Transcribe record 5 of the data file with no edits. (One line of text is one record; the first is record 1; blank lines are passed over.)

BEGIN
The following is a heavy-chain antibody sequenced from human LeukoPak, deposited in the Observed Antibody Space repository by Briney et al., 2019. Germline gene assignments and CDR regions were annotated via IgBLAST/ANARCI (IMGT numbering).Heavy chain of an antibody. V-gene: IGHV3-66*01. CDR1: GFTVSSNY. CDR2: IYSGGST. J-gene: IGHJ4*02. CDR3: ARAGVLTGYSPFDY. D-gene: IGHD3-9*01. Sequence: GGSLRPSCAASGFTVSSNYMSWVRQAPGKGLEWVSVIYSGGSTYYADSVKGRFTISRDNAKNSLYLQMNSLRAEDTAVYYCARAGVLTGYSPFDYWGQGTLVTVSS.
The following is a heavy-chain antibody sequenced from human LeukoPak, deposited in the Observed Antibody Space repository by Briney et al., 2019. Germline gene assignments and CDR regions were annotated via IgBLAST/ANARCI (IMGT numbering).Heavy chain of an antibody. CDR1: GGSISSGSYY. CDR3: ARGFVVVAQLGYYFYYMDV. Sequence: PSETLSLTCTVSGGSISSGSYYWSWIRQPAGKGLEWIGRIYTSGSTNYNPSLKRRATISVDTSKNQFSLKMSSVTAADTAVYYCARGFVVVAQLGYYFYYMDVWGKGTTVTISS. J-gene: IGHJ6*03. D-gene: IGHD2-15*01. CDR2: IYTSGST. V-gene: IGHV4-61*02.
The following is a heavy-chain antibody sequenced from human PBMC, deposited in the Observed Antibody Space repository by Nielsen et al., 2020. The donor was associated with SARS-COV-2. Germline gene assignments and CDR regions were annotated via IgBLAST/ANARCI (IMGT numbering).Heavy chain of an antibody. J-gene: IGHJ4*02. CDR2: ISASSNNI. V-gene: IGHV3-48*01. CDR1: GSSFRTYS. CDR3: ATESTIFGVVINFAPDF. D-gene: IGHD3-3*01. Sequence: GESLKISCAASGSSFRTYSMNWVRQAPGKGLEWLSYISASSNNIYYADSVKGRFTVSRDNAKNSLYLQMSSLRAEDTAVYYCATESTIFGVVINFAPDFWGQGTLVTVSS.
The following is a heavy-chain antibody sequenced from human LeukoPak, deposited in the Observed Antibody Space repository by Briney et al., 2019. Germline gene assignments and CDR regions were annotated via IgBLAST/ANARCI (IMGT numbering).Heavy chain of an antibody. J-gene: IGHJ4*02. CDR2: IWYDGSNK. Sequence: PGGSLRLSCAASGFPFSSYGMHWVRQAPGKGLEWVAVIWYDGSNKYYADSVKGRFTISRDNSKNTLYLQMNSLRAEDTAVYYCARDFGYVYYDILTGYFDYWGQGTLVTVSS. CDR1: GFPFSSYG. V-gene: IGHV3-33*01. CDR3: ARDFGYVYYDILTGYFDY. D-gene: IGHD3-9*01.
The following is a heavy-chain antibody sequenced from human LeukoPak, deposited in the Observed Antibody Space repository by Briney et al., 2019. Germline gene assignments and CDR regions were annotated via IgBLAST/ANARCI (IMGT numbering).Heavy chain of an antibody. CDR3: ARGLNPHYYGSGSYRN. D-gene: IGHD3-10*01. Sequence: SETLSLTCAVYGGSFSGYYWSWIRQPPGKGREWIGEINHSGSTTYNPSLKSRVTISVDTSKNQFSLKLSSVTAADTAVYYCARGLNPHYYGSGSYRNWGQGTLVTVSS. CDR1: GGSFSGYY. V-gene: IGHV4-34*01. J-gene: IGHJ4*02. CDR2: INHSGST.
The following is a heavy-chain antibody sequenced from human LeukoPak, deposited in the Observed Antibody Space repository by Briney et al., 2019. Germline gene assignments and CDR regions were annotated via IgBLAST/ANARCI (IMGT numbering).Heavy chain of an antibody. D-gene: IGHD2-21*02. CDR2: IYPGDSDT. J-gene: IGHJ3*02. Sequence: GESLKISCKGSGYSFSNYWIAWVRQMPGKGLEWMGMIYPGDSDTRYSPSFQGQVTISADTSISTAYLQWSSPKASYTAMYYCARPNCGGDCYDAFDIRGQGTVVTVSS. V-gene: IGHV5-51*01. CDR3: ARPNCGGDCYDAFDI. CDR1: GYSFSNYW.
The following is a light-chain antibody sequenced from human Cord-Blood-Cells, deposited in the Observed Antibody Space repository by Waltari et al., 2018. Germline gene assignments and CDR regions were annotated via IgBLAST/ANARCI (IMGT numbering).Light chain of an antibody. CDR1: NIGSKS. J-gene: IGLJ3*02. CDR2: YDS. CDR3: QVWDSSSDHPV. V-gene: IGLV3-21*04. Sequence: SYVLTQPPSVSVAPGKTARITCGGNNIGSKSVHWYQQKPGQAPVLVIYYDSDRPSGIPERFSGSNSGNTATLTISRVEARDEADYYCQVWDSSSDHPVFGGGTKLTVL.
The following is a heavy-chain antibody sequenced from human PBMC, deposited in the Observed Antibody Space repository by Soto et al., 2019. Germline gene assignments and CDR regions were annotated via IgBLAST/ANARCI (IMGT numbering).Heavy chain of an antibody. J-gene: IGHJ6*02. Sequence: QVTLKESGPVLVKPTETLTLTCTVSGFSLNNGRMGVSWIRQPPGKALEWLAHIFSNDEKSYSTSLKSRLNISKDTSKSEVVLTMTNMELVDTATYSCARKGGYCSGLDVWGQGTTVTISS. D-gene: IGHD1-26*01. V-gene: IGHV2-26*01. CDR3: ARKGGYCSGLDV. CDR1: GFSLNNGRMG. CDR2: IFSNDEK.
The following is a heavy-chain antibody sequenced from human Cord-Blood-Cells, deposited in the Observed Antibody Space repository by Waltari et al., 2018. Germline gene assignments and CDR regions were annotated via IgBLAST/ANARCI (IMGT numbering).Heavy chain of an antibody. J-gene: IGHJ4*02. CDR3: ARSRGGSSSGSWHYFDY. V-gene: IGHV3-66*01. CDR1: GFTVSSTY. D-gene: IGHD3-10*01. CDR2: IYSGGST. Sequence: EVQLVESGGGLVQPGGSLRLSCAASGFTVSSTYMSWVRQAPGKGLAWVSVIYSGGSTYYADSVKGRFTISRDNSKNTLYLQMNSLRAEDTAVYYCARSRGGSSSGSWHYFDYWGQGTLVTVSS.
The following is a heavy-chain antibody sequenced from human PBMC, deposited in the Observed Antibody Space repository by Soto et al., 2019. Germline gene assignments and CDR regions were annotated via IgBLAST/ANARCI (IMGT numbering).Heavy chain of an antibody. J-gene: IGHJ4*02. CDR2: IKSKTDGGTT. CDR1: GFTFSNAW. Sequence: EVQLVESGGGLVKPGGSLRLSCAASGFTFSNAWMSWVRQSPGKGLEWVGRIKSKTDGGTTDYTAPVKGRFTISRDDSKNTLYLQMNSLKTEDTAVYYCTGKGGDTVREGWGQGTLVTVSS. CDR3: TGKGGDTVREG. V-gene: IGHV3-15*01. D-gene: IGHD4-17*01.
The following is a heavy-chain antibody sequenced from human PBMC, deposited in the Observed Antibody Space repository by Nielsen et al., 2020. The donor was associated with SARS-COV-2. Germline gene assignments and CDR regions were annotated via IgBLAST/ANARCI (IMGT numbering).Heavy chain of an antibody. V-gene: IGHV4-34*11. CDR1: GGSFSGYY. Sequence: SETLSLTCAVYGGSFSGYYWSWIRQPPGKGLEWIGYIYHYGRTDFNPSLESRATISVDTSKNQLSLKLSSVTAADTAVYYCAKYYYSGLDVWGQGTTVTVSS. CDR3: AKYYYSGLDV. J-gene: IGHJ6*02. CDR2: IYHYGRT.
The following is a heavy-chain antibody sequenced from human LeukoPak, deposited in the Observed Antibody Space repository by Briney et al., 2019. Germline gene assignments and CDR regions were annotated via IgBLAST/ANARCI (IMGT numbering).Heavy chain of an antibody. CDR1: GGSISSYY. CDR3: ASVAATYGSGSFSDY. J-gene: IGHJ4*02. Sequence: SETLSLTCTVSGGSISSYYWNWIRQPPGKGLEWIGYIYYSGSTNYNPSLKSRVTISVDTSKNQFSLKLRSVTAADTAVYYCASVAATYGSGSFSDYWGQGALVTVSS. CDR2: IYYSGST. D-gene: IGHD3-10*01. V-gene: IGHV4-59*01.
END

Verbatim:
The following is a heavy-chain antibody sequenced from human LeukoPak, deposited in the Observed Antibody Space repository by Briney et al., 2019. Germline gene assignments and CDR regions were annotated via IgBLAST/ANARCI (IMGT numbering).Heavy chain of an antibody. CDR3: ARGLNPHYYGSGSYRN. D-gene: IGHD3-10*01. Sequence: SETLSLTCAVYGGSFSGYYWSWIRQPPGKGREWIGEINHSGSTTYNPSLKSRVTISVDTSKNQFSLKLSSVTAADTAVYYCARGLNPHYYGSGSYRNWGQGTLVTVSS. CDR1: GGSFSGYY. V-gene: IGHV4-34*01. J-gene: IGHJ4*02. CDR2: INHSGST.